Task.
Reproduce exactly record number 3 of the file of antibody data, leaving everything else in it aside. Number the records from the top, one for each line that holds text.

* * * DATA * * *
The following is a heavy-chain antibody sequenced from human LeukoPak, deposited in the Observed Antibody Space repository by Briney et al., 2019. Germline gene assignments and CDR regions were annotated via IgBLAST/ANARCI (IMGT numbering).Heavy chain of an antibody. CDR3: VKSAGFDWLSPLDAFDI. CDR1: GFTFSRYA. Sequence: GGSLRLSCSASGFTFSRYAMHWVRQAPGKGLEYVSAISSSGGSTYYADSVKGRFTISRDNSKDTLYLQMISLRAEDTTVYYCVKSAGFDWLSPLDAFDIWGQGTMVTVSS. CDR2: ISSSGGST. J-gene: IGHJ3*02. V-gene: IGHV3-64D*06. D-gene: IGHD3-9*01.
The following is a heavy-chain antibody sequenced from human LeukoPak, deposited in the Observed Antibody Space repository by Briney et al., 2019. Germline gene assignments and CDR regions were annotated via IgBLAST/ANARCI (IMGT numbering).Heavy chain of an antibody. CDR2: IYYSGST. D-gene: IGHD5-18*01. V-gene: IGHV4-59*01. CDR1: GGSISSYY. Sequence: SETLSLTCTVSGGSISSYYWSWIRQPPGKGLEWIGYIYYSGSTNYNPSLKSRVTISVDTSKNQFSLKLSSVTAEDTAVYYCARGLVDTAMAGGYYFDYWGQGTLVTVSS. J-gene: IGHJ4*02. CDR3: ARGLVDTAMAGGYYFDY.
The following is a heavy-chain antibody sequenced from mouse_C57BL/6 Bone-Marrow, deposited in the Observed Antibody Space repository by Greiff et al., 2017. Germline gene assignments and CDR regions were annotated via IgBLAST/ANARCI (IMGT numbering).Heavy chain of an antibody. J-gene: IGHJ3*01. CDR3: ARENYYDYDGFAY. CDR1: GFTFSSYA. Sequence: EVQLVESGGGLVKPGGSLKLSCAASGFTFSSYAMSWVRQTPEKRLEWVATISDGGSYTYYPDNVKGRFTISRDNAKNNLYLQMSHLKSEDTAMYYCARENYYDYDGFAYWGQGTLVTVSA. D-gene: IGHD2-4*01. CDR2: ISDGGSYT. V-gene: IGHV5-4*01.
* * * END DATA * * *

The following is a heavy-chain antibody sequenced from mouse_C57BL/6 Bone-Marrow, deposited in the Observed Antibody Space repository by Greiff et al., 2017. Germline gene assignments and CDR regions were annotated via IgBLAST/ANARCI (IMGT numbering).Heavy chain of an antibody. J-gene: IGHJ3*01. CDR3: ARENYYDYDGFAY. CDR1: GFTFSSYA. Sequence: EVQLVESGGGLVKPGGSLKLSCAASGFTFSSYAMSWVRQTPEKRLEWVATISDGGSYTYYPDNVKGRFTISRDNAKNNLYLQMSHLKSEDTAMYYCARENYYDYDGFAYWGQGTLVTVSA. D-gene: IGHD2-4*01. CDR2: ISDGGSYT. V-gene: IGHV5-4*01.